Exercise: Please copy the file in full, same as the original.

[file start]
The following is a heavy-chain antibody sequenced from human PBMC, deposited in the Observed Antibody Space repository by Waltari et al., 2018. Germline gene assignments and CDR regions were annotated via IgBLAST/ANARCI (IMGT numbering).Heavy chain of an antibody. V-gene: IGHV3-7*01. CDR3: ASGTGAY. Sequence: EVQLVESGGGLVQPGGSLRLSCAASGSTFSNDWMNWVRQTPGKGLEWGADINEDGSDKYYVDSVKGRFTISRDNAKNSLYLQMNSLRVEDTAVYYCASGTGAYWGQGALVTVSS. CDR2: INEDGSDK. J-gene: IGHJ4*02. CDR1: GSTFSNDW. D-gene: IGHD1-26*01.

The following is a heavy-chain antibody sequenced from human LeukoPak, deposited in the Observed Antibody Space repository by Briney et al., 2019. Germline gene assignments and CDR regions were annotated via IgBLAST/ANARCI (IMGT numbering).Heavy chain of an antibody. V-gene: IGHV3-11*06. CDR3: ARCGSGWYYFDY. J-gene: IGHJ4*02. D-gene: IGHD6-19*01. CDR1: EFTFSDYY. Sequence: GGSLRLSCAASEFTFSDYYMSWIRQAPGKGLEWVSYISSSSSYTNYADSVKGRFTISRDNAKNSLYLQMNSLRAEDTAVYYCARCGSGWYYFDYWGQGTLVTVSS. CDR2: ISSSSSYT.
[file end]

The following is a heavy-chain antibody sequenced from human PBMC, deposited in the Observed Antibody Space repository by Waltari et al., 2018. Germline gene assignments and CDR regions were annotated via IgBLAST/ANARCI (IMGT numbering).Heavy chain of an antibody. V-gene: IGHV3-7*01. CDR3: ASGTGAY. Sequence: EVQLVESGGGLVQPGGSLRLSCAASGSTFSNDWMNWVRQTPGKGLEWGADINEDGSDKYYVDSVKGRFTISRDNAKNSLYLQMNSLRVEDTAVYYCASGTGAYWGQGALVTVSS. CDR2: INEDGSDK. J-gene: IGHJ4*02. CDR1: GSTFSNDW. D-gene: IGHD1-26*01.

The following is a heavy-chain antibody sequenced from human LeukoPak, deposited in the Observed Antibody Space repository by Briney et al., 2019. Germline gene assignments and CDR regions were annotated via IgBLAST/ANARCI (IMGT numbering).Heavy chain of an antibody. V-gene: IGHV3-11*06. CDR3: ARCGSGWYYFDY. J-gene: IGHJ4*02. D-gene: IGHD6-19*01. CDR1: EFTFSDYY. Sequence: GGSLRLSCAASEFTFSDYYMSWIRQAPGKGLEWVSYISSSSSYTNYADSVKGRFTISRDNAKNSLYLQMNSLRAEDTAVYYCARCGSGWYYFDYWGQGTLVTVSS. CDR2: ISSSSSYT.